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Spotlight on Spring Cereal Cropping Options – Dick Neale, David Bouch

For those still deciding which crops and/or varieties to sow next spring, we highlight some options to consider ...

For those still to decide which crops and/or varieties to sow next spring, Hutchinsons technical manager Dick Neale and national seeds manager David Bouch highlight some options to consider

After many growers got forced into spring cropping following wash-out autumns in 2019 and 2020, better conditions for establishing winter crops this autumn were a welcome relief. While this will result in less dependence on spring crops in 2022, they remain important to the rotation on many farms, for agronomic, financial and logistical reasons.

Spring barley

Barley remains the leading spring cropping option in many regions, especially those supplying malting, distilling and animal feed sectors. Spring barley has also become a go-to option in less traditional areas among growers tackling black-grass.

“That’s still the situation, especially as there will be some fields that have taken a backwards step for black-grass control after the difficult conditions we’ve experienced in recent seasons,” Mr Neale says.

“If you’re growing spring barley for black- grass control on heavy clay soil, don’t rush out and get a malting contract then apply malting barley principles developed on predominantly light land. For black-grass control, focus on maximising yield and crop competition, which in turn will dilute grain nitrogen and can still make a good malting sample.”

Dick Neale – Technical Manager

Pushing for yield does not necessarily require a lot of nitrogen – typically around 120kg N/ha – but it does mean early drilling at higher seed rates into good conditions and a robust programme of fungicides and growth regulators, he notes.

Mr Bouch says the main variety options are largely unchanged, with Laureate, LG Diablo and RGT Planet leading on yield, quality and acceptance by end users.”

Mr Bouch adds: “We’ve seen several new varieties come through, but none add much in terms of yield and most still need end user backing.”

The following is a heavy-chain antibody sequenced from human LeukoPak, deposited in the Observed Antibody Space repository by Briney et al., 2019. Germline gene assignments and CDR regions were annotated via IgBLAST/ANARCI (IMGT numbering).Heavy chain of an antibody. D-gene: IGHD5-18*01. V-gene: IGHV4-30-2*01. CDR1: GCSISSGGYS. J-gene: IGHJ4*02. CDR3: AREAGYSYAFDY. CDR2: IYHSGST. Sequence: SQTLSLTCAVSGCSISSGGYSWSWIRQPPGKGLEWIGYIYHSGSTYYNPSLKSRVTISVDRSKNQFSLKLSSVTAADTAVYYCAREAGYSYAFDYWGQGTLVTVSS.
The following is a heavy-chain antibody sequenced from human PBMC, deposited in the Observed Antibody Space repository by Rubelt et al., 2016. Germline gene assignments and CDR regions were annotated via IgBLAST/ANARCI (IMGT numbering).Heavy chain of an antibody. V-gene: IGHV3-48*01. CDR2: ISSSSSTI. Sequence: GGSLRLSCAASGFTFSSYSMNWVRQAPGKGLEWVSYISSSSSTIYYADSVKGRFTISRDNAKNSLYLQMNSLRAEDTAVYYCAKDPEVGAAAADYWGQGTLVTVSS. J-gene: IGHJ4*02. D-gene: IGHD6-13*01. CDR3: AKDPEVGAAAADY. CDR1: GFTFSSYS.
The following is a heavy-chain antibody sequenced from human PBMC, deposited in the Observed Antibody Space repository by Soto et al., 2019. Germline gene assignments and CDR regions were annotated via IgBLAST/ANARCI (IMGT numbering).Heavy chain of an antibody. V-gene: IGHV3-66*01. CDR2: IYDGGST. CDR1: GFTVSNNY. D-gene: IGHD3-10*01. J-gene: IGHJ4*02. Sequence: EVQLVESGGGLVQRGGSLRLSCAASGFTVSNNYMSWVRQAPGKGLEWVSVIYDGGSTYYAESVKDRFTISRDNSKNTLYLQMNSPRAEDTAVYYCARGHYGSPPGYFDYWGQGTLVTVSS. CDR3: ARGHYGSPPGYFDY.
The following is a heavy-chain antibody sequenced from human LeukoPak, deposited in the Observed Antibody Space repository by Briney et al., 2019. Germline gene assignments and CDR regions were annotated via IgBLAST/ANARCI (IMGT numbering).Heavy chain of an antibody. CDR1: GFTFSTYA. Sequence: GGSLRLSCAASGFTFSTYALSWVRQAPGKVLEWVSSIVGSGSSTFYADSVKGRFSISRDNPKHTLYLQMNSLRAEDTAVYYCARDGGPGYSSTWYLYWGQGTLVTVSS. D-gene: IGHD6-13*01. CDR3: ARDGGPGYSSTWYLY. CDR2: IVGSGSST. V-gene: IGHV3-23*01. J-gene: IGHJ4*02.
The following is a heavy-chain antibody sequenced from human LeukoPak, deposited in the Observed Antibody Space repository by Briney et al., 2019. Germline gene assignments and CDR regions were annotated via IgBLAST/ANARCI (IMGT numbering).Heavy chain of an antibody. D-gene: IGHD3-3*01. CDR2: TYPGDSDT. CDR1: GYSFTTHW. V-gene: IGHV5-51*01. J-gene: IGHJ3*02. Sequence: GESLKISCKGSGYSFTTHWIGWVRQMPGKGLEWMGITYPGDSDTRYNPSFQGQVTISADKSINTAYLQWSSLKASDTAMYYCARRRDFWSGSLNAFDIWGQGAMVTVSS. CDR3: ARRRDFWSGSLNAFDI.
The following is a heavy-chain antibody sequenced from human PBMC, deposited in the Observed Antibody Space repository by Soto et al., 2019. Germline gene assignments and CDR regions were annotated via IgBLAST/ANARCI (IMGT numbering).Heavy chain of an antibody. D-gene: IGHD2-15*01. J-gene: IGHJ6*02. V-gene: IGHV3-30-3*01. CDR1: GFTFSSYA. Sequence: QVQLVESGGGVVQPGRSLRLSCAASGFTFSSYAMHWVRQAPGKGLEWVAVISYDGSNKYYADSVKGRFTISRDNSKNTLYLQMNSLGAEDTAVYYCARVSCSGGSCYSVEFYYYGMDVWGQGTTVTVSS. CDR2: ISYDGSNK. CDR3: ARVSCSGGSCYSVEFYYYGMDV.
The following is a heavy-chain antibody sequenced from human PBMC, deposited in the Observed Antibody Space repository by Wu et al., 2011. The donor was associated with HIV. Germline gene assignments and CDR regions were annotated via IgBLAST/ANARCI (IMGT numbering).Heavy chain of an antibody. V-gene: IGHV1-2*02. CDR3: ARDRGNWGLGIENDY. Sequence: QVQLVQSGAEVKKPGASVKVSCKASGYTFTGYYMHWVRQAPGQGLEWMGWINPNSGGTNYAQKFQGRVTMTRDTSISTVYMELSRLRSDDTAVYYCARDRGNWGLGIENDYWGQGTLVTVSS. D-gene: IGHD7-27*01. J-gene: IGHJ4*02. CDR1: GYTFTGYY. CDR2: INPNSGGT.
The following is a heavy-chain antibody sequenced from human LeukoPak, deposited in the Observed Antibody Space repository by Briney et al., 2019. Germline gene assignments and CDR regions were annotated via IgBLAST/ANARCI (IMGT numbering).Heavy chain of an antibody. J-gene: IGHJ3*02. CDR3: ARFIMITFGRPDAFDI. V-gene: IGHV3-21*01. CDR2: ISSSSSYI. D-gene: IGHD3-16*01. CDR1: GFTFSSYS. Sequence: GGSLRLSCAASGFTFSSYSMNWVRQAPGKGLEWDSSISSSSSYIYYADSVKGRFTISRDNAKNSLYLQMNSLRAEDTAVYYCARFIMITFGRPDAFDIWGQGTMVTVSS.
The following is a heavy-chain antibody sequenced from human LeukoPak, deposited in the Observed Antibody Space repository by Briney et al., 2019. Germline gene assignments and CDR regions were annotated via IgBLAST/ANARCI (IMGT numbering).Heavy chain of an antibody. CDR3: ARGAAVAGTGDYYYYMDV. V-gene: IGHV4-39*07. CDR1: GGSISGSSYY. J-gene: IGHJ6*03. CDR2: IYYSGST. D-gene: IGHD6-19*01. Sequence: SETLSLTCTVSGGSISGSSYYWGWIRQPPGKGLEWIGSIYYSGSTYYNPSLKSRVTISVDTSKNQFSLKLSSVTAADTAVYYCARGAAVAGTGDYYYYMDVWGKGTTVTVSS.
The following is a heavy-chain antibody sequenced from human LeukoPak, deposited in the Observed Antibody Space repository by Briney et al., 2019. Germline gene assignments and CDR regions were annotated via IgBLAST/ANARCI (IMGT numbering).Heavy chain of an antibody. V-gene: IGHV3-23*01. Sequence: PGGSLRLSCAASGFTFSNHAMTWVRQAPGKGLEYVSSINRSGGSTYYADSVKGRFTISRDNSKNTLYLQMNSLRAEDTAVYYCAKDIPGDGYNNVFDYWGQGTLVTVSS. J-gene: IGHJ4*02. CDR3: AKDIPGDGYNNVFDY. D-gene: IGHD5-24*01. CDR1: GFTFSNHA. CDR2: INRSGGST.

Newcomer Skyway is interesting given a 4-5% yield advantage over established favourites. However, at the time of writing it was being evaluated for brewing use.

Likewise, SY Splendor and SY Tungsten, which joined the Recommended List last year, offer slightly higher yields, but only have provisional MBC approval, he says.

David Bouch – National Seeds Manager

Spring wheat

There have been big improvements in spring wheat agronomy in recent years, with many growers achieving good results.

The crop is an efficient user of nitrogen, with most spring milling varieties able to achieve 13.5% protein from around half the applied nitrogen usually required by winter milling wheat, Mr Neale says. Given spring wheat’s low tillering capacity, he believes success depends on high seed rates to ensure a strong established plant population and reduce the risk of ergot infection during flowering. Generally, this means sowing 500-600 seeds/m2, which should produce yields of around 8t/ha.

Group 1 variety Mulika is still a firm favourite, despite having spent 20 years on the RL, Mr Bouch says. Group 2 KWS Cochise picked up decent market share in 2021 and is likely to be popular again next spring, he adds.

Another Group 2, KWS Giraffe, joined the RL in 2020 and generated much interest. However, with limited seed availability, it took only a small market share, which he expects to increase next spring. “It’s got the protein and specific weight growers need, and although yield isn’t the highest, it’s still almost 10% better than Mulika.”

KWS Chilham is another Group 2 worth considering, while for out-and-out yield, several familiar Group 4s attract support. “They offer highest yields, but proteins are not as exciting.”


Spring oats

The UK spring oat area is relatively small, so seed volumes are limited and tend to sell out. The crop provides a partial break from wheat and barley that is relatively cheap to grow and can be highly competitive against black-grass, Mr Neale says.

“It doesn’t need a lot of nitrogen and, disease-wise, the main focus is on keeping out mildew and rust, which should be fairly straightforward with existing chemistry. Standing ability is not too bad providing you adopt a sensible PGR programme.”

Mr Bouch says WPB Isabel is one of the biggest selling spring oat varieties, and is likely to remain popular given its yield and quality, closely followed by Canyon. Newcomer Merlin is attracting attention for its quality, so is worth considering.



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